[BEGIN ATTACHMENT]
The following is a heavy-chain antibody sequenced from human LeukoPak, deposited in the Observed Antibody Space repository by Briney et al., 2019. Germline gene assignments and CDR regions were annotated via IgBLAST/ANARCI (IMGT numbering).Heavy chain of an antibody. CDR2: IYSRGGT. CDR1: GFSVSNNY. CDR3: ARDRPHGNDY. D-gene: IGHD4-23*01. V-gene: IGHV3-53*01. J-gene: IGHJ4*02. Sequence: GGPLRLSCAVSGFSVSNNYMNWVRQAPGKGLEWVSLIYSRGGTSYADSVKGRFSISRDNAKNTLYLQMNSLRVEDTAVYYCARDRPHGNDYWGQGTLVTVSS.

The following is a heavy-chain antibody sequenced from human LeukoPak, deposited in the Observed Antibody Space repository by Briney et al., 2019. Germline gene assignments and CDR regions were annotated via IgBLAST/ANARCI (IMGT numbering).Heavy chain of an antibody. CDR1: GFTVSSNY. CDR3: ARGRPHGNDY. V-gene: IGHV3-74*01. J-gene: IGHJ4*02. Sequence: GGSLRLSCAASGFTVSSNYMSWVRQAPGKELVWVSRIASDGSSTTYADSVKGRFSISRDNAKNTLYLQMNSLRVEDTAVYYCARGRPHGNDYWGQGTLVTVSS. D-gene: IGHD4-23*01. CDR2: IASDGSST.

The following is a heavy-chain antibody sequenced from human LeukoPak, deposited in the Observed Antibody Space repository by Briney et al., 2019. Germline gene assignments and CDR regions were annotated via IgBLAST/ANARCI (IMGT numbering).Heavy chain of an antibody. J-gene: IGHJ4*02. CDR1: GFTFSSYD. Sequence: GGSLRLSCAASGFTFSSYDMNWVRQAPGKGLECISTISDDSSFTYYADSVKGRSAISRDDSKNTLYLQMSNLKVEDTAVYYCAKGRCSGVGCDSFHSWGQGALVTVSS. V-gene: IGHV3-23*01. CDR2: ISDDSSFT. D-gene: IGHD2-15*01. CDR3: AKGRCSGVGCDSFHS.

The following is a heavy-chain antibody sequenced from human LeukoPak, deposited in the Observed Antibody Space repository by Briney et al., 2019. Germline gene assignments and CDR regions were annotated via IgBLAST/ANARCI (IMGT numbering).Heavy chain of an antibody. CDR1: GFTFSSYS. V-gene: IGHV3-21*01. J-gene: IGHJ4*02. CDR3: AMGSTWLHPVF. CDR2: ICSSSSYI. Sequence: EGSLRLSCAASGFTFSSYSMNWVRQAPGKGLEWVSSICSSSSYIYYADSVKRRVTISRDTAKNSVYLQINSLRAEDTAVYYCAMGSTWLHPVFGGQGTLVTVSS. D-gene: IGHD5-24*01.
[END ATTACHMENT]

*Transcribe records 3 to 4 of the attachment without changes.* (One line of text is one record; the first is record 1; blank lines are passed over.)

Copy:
The following is a heavy-chain antibody sequenced from human LeukoPak, deposited in the Observed Antibody Space repository by Briney et al., 2019. Germline gene assignments and CDR regions were annotated via IgBLAST/ANARCI (IMGT numbering).Heavy chain of an antibody. J-gene: IGHJ4*02. CDR1: GFTFSSYD. Sequence: GGSLRLSCAASGFTFSSYDMNWVRQAPGKGLECISTISDDSSFTYYADSVKGRSAISRDDSKNTLYLQMSNLKVEDTAVYYCAKGRCSGVGCDSFHSWGQGALVTVSS. V-gene: IGHV3-23*01. CDR2: ISDDSSFT. D-gene: IGHD2-15*01. CDR3: AKGRCSGVGCDSFHS.

The following is a heavy-chain antibody sequenced from human LeukoPak, deposited in the Observed Antibody Space repository by Briney et al., 2019. Germline gene assignments and CDR regions were annotated via IgBLAST/ANARCI (IMGT numbering).Heavy chain of an antibody. CDR1: GFTFSSYS. V-gene: IGHV3-21*01. J-gene: IGHJ4*02. CDR3: AMGSTWLHPVF. CDR2: ICSSSSYI. Sequence: EGSLRLSCAASGFTFSSYSMNWVRQAPGKGLEWVSSICSSSSYIYYADSVKRRVTISRDTAKNSVYLQINSLRAEDTAVYYCAMGSTWLHPVFGGQGTLVTVSS. D-gene: IGHD5-24*01.